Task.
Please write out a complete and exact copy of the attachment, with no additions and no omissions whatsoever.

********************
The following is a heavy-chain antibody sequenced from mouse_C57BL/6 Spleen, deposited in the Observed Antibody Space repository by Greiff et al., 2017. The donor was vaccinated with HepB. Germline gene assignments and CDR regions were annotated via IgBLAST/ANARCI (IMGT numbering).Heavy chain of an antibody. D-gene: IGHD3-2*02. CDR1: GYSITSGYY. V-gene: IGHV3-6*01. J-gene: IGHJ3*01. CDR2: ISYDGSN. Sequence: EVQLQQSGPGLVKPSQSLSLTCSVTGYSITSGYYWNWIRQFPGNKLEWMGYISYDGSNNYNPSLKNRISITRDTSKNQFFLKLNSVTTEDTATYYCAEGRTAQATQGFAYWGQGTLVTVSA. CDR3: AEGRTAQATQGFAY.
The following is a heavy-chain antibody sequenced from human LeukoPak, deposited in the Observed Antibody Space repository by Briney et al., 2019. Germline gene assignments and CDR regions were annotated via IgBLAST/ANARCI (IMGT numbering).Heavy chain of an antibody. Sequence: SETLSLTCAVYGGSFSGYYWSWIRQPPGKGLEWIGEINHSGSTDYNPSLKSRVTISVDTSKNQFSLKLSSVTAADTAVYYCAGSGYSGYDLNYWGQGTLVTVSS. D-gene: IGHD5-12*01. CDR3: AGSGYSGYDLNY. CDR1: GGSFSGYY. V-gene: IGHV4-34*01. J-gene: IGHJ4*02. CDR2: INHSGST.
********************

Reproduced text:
The following is a heavy-chain antibody sequenced from mouse_C57BL/6 Spleen, deposited in the Observed Antibody Space repository by Greiff et al., 2017. The donor was vaccinated with HepB. Germline gene assignments and CDR regions were annotated via IgBLAST/ANARCI (IMGT numbering).Heavy chain of an antibody. D-gene: IGHD3-2*02. CDR1: GYSITSGYY. V-gene: IGHV3-6*01. J-gene: IGHJ3*01. CDR2: ISYDGSN. Sequence: EVQLQQSGPGLVKPSQSLSLTCSVTGYSITSGYYWNWIRQFPGNKLEWMGYISYDGSNNYNPSLKNRISITRDTSKNQFFLKLNSVTTEDTATYYCAEGRTAQATQGFAYWGQGTLVTVSA. CDR3: AEGRTAQATQGFAY.
The following is a heavy-chain antibody sequenced from human LeukoPak, deposited in the Observed Antibody Space repository by Briney et al., 2019. Germline gene assignments and CDR regions were annotated via IgBLAST/ANARCI (IMGT numbering).Heavy chain of an antibody. Sequence: SETLSLTCAVYGGSFSGYYWSWIRQPPGKGLEWIGEINHSGSTDYNPSLKSRVTISVDTSKNQFSLKLSSVTAADTAVYYCAGSGYSGYDLNYWGQGTLVTVSS. D-gene: IGHD5-12*01. CDR3: AGSGYSGYDLNY. CDR1: GGSFSGYY. V-gene: IGHV4-34*01. J-gene: IGHJ4*02. CDR2: INHSGST.